Wednesday, August 1, 2012

Are you telling me that dog vomit is alive?!




Species name: Fuligo septica

Common name: dog vomit slime mold

Location: Ontario

You might be wondering why I'm including pictures of dog vomit on some wood chips and trying to pass it off as a living organism, and you'd be partially correct. The common name of this organism is the "dog vomit" slime mold because of its obvious disgusting appearance, but that's where the similarities end. Slime molds are neither fungus nor plant nor animal; they're fungus-like organisms, which is why I'm including it in my blog (most mycology texts include a chapter about fungus-like organisms, since many of them cause devastating plant and animal diseases). There are a few phases of the life cycle that are missing since I didn't manage to catch them with my camera. Maybe I'll update the photos if it fruits again.

A slime mold has a few characteristic life stages that distinguish it as part animal, part fungus. First, the "vegetative" or feeding part of the life cycle of a slime mold is an amoebiod stage. Anyone old enough to remember the Barbapops knows what an amoeba is! It's a single-celled animal that obtains nutrition by engulfing particles of what can be considered "food" that it comes across in its environment. These amoeba can also take on any shape since they don't have a cell wall, and so they can fit between small spaces quite easily. Once these amoebiod cells "find" each other, they can gel together into a mass called a plasmodium, and then instead of acting like individual cells they act as one individual organism. Once resources start to deplete in an area, the plasmodium (in the case of this species, that's the stage that's missing; it's bright yellow) turns into a structure called an aethalium. In the case of this species, the aethalium is spongy and a cream colour, as depicted in the top two pictures. This is structure is equivalent to the mushroom that forms in true fungi; the aethalium will eventually produce structures called sporangia that produce spores for the slime mold to blow away in the wind to a new environment with more food. The sporangial stage is depicted in the third photo; in the case of this species the sporangia are a dark purple-brown. The spores germinate into new amoeba and the cycle continues.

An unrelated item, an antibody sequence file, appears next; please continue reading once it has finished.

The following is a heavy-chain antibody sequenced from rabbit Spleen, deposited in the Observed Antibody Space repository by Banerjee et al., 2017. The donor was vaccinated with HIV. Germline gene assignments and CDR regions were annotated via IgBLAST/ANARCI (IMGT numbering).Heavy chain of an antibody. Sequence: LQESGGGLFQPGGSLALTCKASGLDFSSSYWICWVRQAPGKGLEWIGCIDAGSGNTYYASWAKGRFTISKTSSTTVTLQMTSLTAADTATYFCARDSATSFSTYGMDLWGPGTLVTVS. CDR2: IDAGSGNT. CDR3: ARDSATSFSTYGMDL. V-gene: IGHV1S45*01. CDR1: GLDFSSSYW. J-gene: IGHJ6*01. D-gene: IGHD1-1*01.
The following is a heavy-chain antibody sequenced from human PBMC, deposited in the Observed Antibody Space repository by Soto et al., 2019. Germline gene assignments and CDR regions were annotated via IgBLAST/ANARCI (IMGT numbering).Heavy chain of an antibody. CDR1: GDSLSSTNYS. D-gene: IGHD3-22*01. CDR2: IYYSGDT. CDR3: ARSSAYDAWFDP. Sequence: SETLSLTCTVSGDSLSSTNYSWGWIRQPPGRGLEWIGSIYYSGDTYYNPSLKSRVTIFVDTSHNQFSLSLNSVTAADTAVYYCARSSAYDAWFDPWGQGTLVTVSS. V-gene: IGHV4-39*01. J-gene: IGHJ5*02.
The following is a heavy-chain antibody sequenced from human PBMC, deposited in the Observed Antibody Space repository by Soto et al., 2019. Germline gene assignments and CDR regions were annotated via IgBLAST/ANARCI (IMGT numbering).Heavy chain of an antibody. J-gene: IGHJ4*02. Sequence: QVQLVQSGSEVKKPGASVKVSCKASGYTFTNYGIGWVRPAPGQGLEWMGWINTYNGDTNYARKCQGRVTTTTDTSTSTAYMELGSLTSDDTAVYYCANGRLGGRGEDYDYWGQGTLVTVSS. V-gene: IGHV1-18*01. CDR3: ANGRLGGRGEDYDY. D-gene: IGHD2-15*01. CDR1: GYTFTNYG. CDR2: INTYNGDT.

In general, slime molds pale in comparison as wood decayers with fungi. Fungi are just so much more efficient that if a slime mold doesn't come along first then the nutrients it can use to sustain life are already gone. For this reason, we call them primary colonizers. So what use does this species have? Well, ecologically not much in the grand scheme of things. Most gardeners who have seen this before find it one of the ugliest living things that could appear in their garden, and immediately ask how to get rid of it. Well, it would be a challenge. It would involve getting rid of all of the woodchips, mulch, grass, plants that are starting to decay, etc. It would involve a massive overhaul of your garden, and would be much more trouble than it's worth. So what should you do instead? How about just enjoy it while it lasts? Slime molds are fleeting organisms that are gorgeous under the microscope, and are absolutely fascinating to watch them go through their life cycle. Beauty is all about perspective! And it's not hurting anything, so might as well let it do what it does.